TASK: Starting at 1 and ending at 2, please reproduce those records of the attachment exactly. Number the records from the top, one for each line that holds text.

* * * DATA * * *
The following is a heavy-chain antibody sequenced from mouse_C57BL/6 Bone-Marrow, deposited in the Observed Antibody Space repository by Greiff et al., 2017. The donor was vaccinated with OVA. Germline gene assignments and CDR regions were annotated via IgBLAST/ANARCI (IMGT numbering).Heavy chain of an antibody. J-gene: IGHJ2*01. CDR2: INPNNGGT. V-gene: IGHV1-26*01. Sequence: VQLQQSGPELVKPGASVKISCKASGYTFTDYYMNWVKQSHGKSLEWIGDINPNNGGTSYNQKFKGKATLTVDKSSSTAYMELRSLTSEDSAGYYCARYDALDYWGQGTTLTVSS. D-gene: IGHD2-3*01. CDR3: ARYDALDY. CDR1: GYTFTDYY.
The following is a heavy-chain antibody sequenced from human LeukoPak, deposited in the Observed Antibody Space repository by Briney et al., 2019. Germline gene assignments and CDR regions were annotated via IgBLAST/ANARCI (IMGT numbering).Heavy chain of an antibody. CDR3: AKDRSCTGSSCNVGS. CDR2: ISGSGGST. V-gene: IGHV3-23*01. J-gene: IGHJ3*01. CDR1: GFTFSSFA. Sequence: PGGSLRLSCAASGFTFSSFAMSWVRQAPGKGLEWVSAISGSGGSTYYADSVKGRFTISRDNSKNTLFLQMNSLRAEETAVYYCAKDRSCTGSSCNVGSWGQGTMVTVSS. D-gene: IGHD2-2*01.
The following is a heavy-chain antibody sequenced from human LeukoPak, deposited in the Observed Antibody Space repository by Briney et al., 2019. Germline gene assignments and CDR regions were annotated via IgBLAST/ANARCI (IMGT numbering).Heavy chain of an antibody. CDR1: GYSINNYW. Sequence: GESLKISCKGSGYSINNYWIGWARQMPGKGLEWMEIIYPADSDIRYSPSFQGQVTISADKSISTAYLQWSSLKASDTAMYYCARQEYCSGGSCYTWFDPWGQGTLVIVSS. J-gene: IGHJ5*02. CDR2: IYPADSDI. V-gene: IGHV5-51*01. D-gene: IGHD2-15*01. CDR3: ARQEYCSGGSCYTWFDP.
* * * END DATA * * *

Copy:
The following is a heavy-chain antibody sequenced from mouse_C57BL/6 Bone-Marrow, deposited in the Observed Antibody Space repository by Greiff et al., 2017. The donor was vaccinated with OVA. Germline gene assignments and CDR regions were annotated via IgBLAST/ANARCI (IMGT numbering).Heavy chain of an antibody. J-gene: IGHJ2*01. CDR2: INPNNGGT. V-gene: IGHV1-26*01. Sequence: VQLQQSGPELVKPGASVKISCKASGYTFTDYYMNWVKQSHGKSLEWIGDINPNNGGTSYNQKFKGKATLTVDKSSSTAYMELRSLTSEDSAGYYCARYDALDYWGQGTTLTVSS. D-gene: IGHD2-3*01. CDR3: ARYDALDY. CDR1: GYTFTDYY.
The following is a heavy-chain antibody sequenced from human LeukoPak, deposited in the Observed Antibody Space repository by Briney et al., 2019. Germline gene assignments and CDR regions were annotated via IgBLAST/ANARCI (IMGT numbering).Heavy chain of an antibody. CDR3: AKDRSCTGSSCNVGS. CDR2: ISGSGGST. V-gene: IGHV3-23*01. J-gene: IGHJ3*01. CDR1: GFTFSSFA. Sequence: PGGSLRLSCAASGFTFSSFAMSWVRQAPGKGLEWVSAISGSGGSTYYADSVKGRFTISRDNSKNTLFLQMNSLRAEETAVYYCAKDRSCTGSSCNVGSWGQGTMVTVSS. D-gene: IGHD2-2*01.